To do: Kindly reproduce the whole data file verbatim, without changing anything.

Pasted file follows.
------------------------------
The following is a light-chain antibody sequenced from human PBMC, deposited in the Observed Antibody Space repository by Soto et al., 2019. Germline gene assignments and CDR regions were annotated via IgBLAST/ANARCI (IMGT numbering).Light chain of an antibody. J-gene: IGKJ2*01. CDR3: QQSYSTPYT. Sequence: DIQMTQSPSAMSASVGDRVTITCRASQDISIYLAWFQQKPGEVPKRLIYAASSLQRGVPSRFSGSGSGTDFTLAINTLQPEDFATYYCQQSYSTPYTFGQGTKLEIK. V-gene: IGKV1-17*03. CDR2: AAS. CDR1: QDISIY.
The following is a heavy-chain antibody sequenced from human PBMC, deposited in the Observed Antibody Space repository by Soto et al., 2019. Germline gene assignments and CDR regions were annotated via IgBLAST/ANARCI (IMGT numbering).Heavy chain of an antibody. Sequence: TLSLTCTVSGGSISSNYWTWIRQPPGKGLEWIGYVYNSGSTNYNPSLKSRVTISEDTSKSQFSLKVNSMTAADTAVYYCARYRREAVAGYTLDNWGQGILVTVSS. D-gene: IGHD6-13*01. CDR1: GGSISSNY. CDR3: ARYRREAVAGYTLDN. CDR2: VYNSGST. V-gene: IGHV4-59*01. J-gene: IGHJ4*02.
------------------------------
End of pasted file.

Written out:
The following is a light-chain antibody sequenced from human PBMC, deposited in the Observed Antibody Space repository by Soto et al., 2019. Germline gene assignments and CDR regions were annotated via IgBLAST/ANARCI (IMGT numbering).Light chain of an antibody. J-gene: IGKJ2*01. CDR3: QQSYSTPYT. Sequence: DIQMTQSPSAMSASVGDRVTITCRASQDISIYLAWFQQKPGEVPKRLIYAASSLQRGVPSRFSGSGSGTDFTLAINTLQPEDFATYYCQQSYSTPYTFGQGTKLEIK. V-gene: IGKV1-17*03. CDR2: AAS. CDR1: QDISIY.
The following is a heavy-chain antibody sequenced from human PBMC, deposited in the Observed Antibody Space repository by Soto et al., 2019. Germline gene assignments and CDR regions were annotated via IgBLAST/ANARCI (IMGT numbering).Heavy chain of an antibody. Sequence: TLSLTCTVSGGSISSNYWTWIRQPPGKGLEWIGYVYNSGSTNYNPSLKSRVTISEDTSKSQFSLKVNSMTAADTAVYYCARYRREAVAGYTLDNWGQGILVTVSS. D-gene: IGHD6-13*01. CDR1: GGSISSNY. CDR3: ARYRREAVAGYTLDN. CDR2: VYNSGST. V-gene: IGHV4-59*01. J-gene: IGHJ4*02.